A car bomb killed 18 people in a mainly Christian and Druze suburb of Damascus on Tuesday as rebels seized a key northern air base after a series of reverses.
The rebels' capture of the Minnigh base in Aleppo province came after they overran villages in Latakia province, heartland of President Bashar al-Assad's Alawite sect, and marked a turnaround after the loss of two strongholds.
Tuesday evening's bombing was the latest in a spate of attacks to hit the southeastern suburb of Jaramana and also wounded 56 people, state media said.
Three childrten were among the dead.
The explosion struck at around 7:15 pm (1615 GMT), when traffic was heavy as Muslims headed home for the iftar meal that breaks the daylight fast observed during the holy month of Ramadan.
State television aired footage of wrecked shopfronts around the square and dozens of burned out vehicles.
A similar bombing in the same square on July 25 killed at least seven people and wounded more than 60.
In August last year, another car bomb killed at least 27 people in the southeastern suburb.
Syria's Christian and Druze minorities have mostly sought to remain neutral in the conflict wracking the country since March 2011.
But many hardline Islamists suspect them of loyalty to Assad's government.
Fighters loyal to Al-Qaeda played a major role in the capture of the Minnigh air base, which lies north of Aleppo city, near the Turkish border.
"The Islamic State of Iraq and the Levant (ISIS, an Al-Qaeda front organisation) and other opposition groups took total control at dawn today of Minnigh air base," the Syrian Observatory for Human Rights said.
State television cited a source it did not identify as saying: "The airport in question is empty of all military apparatus and planes, and is not in use."
Analysts say rebels are trying to clear the north of remaining regime positions, even as the army is attempting to drive them out of the country's centre.
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This would presage a possible division of Syria into rebel and regime-held areas, while the Kurds are trying to set up an autonomous area in parts of the north.
The Britain-based Observatory and analysts said advances in the north, and in the coastal province of Latakia, were largely a result of cooperation between jihadist and other rebel groups, often at loggerheads despite sharing the goal of toppling Assad.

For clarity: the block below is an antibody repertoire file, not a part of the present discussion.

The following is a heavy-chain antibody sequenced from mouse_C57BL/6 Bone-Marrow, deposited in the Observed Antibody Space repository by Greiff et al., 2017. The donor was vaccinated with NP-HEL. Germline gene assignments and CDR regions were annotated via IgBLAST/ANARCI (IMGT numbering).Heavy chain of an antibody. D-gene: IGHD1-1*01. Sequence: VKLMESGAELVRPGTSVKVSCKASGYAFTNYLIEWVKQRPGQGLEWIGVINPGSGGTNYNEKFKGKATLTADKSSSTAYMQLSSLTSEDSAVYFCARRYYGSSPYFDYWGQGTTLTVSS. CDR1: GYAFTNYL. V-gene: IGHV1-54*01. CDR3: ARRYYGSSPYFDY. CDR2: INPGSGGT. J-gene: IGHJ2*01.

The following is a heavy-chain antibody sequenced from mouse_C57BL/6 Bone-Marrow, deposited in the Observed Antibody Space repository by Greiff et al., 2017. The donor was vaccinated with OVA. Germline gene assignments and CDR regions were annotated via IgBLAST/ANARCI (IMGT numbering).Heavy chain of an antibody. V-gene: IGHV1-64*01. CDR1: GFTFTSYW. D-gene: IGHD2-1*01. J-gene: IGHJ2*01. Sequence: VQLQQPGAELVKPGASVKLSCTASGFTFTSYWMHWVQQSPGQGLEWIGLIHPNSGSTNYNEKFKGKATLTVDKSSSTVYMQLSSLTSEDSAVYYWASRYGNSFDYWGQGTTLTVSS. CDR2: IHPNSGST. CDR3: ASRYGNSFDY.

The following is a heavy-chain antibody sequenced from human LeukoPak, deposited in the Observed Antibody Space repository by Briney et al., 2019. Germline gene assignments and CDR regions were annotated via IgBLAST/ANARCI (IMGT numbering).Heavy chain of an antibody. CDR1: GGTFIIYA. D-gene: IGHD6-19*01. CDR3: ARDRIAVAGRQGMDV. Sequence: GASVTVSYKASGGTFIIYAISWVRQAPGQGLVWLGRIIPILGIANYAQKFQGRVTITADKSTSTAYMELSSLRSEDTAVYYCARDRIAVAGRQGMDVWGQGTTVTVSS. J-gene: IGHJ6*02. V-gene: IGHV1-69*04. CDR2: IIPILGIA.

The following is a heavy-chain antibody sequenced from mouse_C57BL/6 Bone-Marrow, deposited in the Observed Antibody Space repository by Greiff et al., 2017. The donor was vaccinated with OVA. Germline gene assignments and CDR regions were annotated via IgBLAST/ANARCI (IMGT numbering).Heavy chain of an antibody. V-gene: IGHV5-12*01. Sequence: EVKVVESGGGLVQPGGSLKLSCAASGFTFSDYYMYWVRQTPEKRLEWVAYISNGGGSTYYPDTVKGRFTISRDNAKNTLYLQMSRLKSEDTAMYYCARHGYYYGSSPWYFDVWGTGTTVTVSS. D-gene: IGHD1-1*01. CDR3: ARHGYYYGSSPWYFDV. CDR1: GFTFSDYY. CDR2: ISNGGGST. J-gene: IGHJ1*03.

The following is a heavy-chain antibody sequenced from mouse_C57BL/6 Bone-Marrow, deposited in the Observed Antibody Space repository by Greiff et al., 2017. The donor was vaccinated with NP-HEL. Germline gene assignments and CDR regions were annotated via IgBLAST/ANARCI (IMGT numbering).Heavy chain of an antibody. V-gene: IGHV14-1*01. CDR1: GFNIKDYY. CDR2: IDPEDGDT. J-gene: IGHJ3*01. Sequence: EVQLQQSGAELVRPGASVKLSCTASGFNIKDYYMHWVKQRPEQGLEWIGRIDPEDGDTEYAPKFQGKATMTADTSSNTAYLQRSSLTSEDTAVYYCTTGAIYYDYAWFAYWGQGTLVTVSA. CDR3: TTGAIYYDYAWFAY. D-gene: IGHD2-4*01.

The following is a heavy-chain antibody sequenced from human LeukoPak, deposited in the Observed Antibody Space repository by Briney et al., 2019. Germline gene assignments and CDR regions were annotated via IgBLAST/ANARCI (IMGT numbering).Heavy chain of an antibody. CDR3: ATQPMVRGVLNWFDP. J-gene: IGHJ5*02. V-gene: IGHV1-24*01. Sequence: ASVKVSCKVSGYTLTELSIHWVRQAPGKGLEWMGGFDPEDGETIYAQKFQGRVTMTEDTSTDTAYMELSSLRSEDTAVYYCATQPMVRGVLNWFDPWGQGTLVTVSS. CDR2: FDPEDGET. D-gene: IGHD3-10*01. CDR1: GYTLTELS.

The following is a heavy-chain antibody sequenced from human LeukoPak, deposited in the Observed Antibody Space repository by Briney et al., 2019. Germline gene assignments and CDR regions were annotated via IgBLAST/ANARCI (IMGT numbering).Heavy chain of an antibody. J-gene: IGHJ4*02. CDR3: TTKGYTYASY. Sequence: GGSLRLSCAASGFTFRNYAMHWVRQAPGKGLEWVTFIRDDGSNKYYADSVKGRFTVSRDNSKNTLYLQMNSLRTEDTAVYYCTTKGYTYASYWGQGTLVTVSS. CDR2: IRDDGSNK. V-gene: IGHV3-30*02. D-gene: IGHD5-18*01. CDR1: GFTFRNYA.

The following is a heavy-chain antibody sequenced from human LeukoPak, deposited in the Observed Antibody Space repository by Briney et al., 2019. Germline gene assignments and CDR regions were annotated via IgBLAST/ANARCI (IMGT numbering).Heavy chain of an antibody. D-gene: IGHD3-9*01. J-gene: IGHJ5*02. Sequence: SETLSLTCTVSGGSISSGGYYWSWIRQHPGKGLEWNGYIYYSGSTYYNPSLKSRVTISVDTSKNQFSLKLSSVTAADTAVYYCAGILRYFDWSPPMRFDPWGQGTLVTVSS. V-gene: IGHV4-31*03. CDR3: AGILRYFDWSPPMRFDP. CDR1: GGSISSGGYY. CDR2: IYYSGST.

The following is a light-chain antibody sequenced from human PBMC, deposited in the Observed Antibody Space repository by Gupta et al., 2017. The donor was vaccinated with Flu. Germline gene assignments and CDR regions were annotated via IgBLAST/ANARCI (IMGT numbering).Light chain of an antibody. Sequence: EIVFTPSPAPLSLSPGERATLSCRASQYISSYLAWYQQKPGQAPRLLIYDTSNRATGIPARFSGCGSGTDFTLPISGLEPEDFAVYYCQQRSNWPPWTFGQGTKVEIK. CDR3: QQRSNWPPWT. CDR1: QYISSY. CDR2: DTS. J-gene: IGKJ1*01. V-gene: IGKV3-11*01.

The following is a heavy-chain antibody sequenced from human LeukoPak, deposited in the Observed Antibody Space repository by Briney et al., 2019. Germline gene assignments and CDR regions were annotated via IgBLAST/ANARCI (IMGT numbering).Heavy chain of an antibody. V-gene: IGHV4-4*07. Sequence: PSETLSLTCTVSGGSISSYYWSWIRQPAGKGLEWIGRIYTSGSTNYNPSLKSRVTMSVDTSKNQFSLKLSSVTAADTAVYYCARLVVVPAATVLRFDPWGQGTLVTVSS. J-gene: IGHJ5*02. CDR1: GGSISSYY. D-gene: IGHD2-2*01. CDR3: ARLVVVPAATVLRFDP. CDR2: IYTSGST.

"The victory again underlines the leading strategic impact being played by militant Islamists, particularly in northern Syria," said London-based Charles Lister of IHS Jane's Terrorism and Insurgency Centre.
Lister described the base's capture as a "morale boost" for jihadists and for rebels as a whole.
As the battle for Minnigh entered its final hours, regime forces launched air attacks on several rebel-held towns in Aleppo's countryside, the Observatory said.
And army shelling of a market in Aleppo city's opposition-held Sukkari neighbourhood killed at least five people, including two children, the Observatory said.
"These were revenge attacks... The only means the regime has at its disposal is the shelling of civilian targets from far away," said Yehya Naanaa, who heads Aleppo province's opposition council.
Elsewhere, at least 13 fighters of Al-Nusra Front, another Al-Qaeda affiliated rebel group, were killed in a counter-attack on an arms depot seized by rebels two days ago in Qalamun near Damascus, the Observatory said.
And rebels pressed an advance in the mountains of Latakia, the watchdog added.
In what Observatory director Rami Abdel Rahman described as a "clear advance," local fighters and the two jihadist factions overran 11 villages in three days.
A security source played down the rebel gains, saying only two villages remain in rebel hands after the army counter-attacked.
Meanwhile, Rome said that Father Paolo Dall'Oglio, an Italian Jesuit who had hoped to negotiate with the jihadists, has "apparently been kidnapped" in Syria.
Dall'Oglio had reportedly gone to meet with ISIS commanders last week to try to negotiate peace between Kurdish fighters and jihadists and plead for the release of activists kidnapped by the group.
A Syrian security source said Al-Nusra's chief for Damascus and two deputies had been arrested over attacks in the capital, including one that killed five people and wounded Interior Minister Mohammad Ibrahim al-Shaar and 23 other people in December.